The bacterium Mycobacterium tuberculosis causes tuberculosis (TB), a contagious, airborne infection that destroys body tissue. Pulmonary TB occurs when M. tuberculosis primarily attacks the lungs. However, it can spread from there to other organs. Pulmonary TB is curable with an early diagnosis and antibiotic treatment.
Pulmonary TB, also known as consumption, spread widely as an epidemic during the 18th and 19th centuries in North America and Europe. After the discovery of antibiotics like streptomycin and especially isoniazid, along with improved living standards, doctors were better able to treat and control the spread of TB.
Since that time, TB has been in decline in most industrialized nations. However, TB remains in the top 10 causes of death worldwide, according to the World Health Organization (WHO), with an estimated 95 percent of TB diagnoses as well as TB-related deaths occur in developing countries.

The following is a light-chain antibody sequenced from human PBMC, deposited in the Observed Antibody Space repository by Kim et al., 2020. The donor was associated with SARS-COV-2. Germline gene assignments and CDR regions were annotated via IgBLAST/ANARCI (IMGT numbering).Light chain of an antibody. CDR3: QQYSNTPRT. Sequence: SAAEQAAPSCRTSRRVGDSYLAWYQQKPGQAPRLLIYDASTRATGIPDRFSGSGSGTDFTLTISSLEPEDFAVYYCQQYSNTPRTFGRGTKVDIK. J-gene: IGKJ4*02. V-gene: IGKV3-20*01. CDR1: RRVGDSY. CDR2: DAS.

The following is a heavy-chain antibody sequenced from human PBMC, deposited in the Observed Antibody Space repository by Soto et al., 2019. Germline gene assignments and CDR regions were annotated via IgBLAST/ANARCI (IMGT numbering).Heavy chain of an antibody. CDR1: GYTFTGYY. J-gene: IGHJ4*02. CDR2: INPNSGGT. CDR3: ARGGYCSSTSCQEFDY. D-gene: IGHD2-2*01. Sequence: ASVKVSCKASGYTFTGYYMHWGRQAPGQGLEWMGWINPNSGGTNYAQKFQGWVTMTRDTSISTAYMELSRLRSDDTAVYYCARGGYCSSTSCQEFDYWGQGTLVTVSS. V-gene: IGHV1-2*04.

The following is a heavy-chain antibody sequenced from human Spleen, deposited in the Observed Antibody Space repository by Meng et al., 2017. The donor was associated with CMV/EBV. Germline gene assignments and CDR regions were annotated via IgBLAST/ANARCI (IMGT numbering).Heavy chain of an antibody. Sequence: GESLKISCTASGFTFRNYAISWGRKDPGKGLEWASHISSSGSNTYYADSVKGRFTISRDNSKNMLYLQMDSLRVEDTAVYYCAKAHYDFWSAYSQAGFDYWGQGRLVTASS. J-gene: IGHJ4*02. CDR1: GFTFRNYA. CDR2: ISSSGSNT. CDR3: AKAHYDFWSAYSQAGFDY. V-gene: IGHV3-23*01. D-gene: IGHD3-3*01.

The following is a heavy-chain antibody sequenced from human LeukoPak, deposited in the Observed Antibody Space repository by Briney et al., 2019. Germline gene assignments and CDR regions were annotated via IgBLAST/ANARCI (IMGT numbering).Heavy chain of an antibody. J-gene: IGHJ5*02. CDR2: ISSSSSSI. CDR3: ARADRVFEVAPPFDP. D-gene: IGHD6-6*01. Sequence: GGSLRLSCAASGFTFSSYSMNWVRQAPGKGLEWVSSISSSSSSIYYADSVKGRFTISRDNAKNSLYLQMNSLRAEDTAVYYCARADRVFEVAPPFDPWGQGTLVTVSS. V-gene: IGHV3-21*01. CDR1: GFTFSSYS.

That said, it’s important to protect yourself against TB. Over 9.6 million people have an active form of the disease, according to the American Lung Association (ALA). If left untreated, the disease can cause life-threatening complications like permanent lung damage.
Tuberculosis (TB) is caused by Mycobacterium tuberculosis . In many cases, M tuberculosis infection becomes latent before progression to active TB disease. Patients who are infected but who have no clinical, bacteriological, or radio graphic evidence of active TB are said to have latent TB infection. When there is progression from latent infection to active disease, it most commonly involves the lungs and is communicable in this form, but may affect almost any organ system including the lymph nodes, CNS, bones/joints, genito-urinary tract, abdomen (intra-abdominal organs, peritoneum), and pericardium. When TB occurs in organ systems other than the lungs, it is referred to as extrapulmonary TB (EPTB).